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Return to normal: Primary schools will open at full capacity despite Covid

Written by Nompilo Gwala

As schools across the country prepare for the start of the new school year, the Department of Basic Education held a media briefing to discuss the state of schools readiness to open, amidst the ongoing pandemic.

COVID-19 has had a devastating impact on the Basic Education sector. In addition to learners losing teaching and learning time, many endured trauma with the loss of parents and guardians and teachers. At least 3000 education personnel lost their lives to COVID-19 complications.

Measures to contain Covid

Deputy Director-General of the Basic Education department, Simone Geyer announced that all primary schools should open at full capacity and should practice maximum feasible physical distancing between learners. The COVID-19 protocol states that children should be at least one meter apart within classrooms and children should have mask breaks every two hours where they go outdoors and remove their masks for approximately 5-15 minutes.

Geyer shared that the Ministerial Advisory Committee (MAC) on COVID-19 advised that high schools should not open at full capacity because of the higher number of pupils in high schools. Instead, the MAC advised learners attend school on a rotational basis because of the relatively higher risk of COVID infection in children aged 15-19 years.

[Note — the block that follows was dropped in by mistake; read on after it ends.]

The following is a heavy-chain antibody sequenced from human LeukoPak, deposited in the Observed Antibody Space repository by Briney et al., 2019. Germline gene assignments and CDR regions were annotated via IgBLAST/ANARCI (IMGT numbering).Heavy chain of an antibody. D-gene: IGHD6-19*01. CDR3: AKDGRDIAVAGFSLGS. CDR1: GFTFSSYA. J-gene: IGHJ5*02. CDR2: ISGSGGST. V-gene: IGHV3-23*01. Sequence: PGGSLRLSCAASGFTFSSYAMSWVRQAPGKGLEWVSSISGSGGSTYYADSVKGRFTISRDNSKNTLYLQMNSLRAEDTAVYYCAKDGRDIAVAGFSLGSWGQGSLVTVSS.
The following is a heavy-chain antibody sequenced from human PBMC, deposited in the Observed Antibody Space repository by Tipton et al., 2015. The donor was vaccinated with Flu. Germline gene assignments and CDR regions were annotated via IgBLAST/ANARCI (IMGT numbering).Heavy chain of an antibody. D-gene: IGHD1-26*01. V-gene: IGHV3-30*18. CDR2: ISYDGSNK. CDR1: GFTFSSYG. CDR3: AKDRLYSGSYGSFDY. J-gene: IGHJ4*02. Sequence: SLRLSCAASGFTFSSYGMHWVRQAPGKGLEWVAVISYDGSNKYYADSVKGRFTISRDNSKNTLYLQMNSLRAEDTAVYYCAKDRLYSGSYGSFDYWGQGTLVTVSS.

“In the case of high schools, they [MAC] did not allow us to open high schools at full capacity because there are larger numbers in high schools. The high schools were not able in many instances to maintain the one metre arrangement in the classroom,” said Geyer.

The department is currently exploring possibilities of returning schooling to normal.

“The fact of the matter, is that COVID-19 is very much still with us, and we need to continue to work together to fight it.  We are exploring possibilities to return schooling to normal, but we need to do so responsibly; and to this end, we rely entirely on the advice of public health experts, through the Ministerial Advisory Committee, the National Coronavirus Command Council, and indeed Cabinet,” said Motshekga.

No vaccination campaign for learners at schools

Motshekga said currently the department cannot run vaccination rollout programmes in schools as the Department of Health does not have the resource capacity to be present in all schools.

“We will use existing sites for vaccination even for the 12-year-olds and above.  Let me emphasize that vaccination is voluntary,” said Motshekga.

She added: “For education personnel, vaccination sites are open.  Your details are already on the system; hence you do not need to make prior bookings.  Just present yourself, and vaccinate or get a booster shot.”

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Nompilo Gwala

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